The pressure atomising nozzle 50 of a heating installation as illustrated in FIG. 5 comprises a nozzle housing 51 having at its rear end a beaded ring 52 with the aid of which a filter 53 is fixed. In its interior, the filter 53, which may be of porous material, comprises a flow passage 54. Adjoining the filter 53 in the flow direction, there is the valve 55 in the form of an insert for the nozzle housing 51 and having at its outside an annular groove 56 with a sealing element 57. The valve 55 is a ball valve in the form of FIG. 1 or 2. The description of this valve can therefore be taken from the description of FIGS. 1 and 2.
The corresponding parts of valve 55 are identified with reference numerals increased by 60. On the outlet side, a filter disc 71 for the secondary filtration of the heating oil adjoins the valve 55. The filter disc 71 comprises a central supply passage 72, a plurality of radial filter passages 73 and an annular passage 74. The annular passage 74 is produced between the internal wall of the housing 51 and a spring plate 75 of which the external diameter is less than the internal diameter of the housing 51. Adjoining the spring plate 75, there is the nozzle cone 76 which comprises a twisted groove 77. The flow path for the heating oil leads from the annular passage 74 through the twisted groove 77 to the nozzle mouth 78 in the nozzle plate 79 which is sealed from the housing 51 by a seal 80. With regard to the accurate construction of the filter plate 71, attention is drawn to applicants' copending patent application entitled "Filter, particularly for the secondary filtration of heating oil".
An oil conveying pump (not shown) in the supply conduit for the pressure atomising nozzle 50 conveys oil through the filter 53 in the flow passage 54 to the valve 55. Since the pressure-influenced area of the ball 66 at the inlet 67 of the valve chamber 64 is small, a high opening pressure is necessary. When this opening pressure has been reached, the ball 66 moves from the closed position of FIG. 5 to an open position through intermediate positions in the guide-section of the valve chamber 64 of which the internal diameter corresponds to the external diameter of the ball.
In these intermediate positions, oil does not yet reach the section of the valve chamber 64 downstream of this section. It is only when the diameter of the ball 66 reaches the region of the longitudinal groove 70 at the inside 69 of the valve chamber 64 that the flow passage formed by the longitudinal groove 70 is freed and the heating oil flows through this flow passage to the outlet 65 of the valve chamber 64. The flow passage increases the flow volume of the heating oil, which results in a rise in the counter-force. If the conveying pump is switched off, the dynamic and static pressure in the valve chamber 64 drops and the ball 66 moves from its open position back to its closed position. As soon as the ball 66 has left the region of the longitudinal groove 70, heating oil no longer penetrates to the part of the valve chamber 64 disposed beyond the ball 66. In this way, it is impossible for non-pressurised leakage oil to reach the nozzle mouth 78 from the outlet 65 of the valve chamber 64 through the filter plate 71, the spring plate 75, the annular passage 74 and the twisted groove 77 and then to drip out of the nozzle mouth 78.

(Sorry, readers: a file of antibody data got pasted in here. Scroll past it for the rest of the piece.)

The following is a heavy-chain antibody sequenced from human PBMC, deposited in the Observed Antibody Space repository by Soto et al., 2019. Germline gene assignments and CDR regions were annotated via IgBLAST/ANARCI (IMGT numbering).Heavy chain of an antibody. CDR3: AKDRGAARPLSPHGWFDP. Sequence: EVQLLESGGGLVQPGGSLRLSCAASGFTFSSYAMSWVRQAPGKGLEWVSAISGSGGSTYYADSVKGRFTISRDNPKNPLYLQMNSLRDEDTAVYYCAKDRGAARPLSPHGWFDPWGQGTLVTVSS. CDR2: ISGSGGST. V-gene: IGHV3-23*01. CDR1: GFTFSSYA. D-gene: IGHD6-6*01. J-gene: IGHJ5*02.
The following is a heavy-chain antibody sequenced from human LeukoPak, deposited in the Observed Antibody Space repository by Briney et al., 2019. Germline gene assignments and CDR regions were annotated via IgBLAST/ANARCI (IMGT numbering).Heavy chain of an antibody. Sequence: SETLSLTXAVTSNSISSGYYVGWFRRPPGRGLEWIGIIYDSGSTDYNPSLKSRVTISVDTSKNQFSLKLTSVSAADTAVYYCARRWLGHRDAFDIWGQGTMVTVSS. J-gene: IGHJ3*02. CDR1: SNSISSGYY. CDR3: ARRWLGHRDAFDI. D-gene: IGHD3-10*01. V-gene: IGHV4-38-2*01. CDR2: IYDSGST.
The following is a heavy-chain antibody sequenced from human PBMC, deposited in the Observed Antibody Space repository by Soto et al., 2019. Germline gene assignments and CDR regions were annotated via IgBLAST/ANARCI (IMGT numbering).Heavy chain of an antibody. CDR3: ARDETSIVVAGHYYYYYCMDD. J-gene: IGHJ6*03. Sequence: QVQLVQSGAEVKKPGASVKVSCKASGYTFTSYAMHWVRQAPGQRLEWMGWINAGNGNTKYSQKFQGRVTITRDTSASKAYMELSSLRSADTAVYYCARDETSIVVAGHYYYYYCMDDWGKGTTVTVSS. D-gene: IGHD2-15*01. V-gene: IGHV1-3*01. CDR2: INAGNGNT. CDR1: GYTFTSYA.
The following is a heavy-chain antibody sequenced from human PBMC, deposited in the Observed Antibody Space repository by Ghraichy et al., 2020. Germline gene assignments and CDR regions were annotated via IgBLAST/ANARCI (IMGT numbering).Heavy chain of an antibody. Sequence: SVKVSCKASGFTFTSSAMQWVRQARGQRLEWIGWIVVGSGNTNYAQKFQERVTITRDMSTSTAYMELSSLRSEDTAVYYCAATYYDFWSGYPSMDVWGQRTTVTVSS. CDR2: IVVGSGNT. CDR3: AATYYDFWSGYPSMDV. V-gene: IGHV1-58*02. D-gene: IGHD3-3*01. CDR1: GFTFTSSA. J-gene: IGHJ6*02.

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|U.S. Classification||239/533.15, 137/513.5, 239/570, 239/462|
|International Classification||F16K17/04, F16K15/04, B05B1/30, F23D11/38|
|Cooperative Classification||F16K15/044, F23D11/38, B05B1/3006, Y10T137/7848|
|European Classification||F23D11/38, B05B1/30A, F16K15/04C|
|Jan 2, 1991||AS||Assignment|
Owner name: DANFOSS A/S, NORDBORG, DENMARK A COMPANY OF DENMAR
Free format text: ASSIGNMENT OF ASSIGNORS INTEREST.;ASSIGNORS:NORSKOV, PREBEN;BONNERUP, LEIF B.;MADSEN, INGVARD M.;REEL/FRAME:005556/0572
Effective date: 19891130
|Jul 29, 1994||FPAY||Fee payment|
Year of fee payment: 4
|May 27, 1998||FPAY||Fee payment|
Year of fee payment: 8
|Aug 17, 2002||FPAY||Fee payment|
Year of fee payment: 12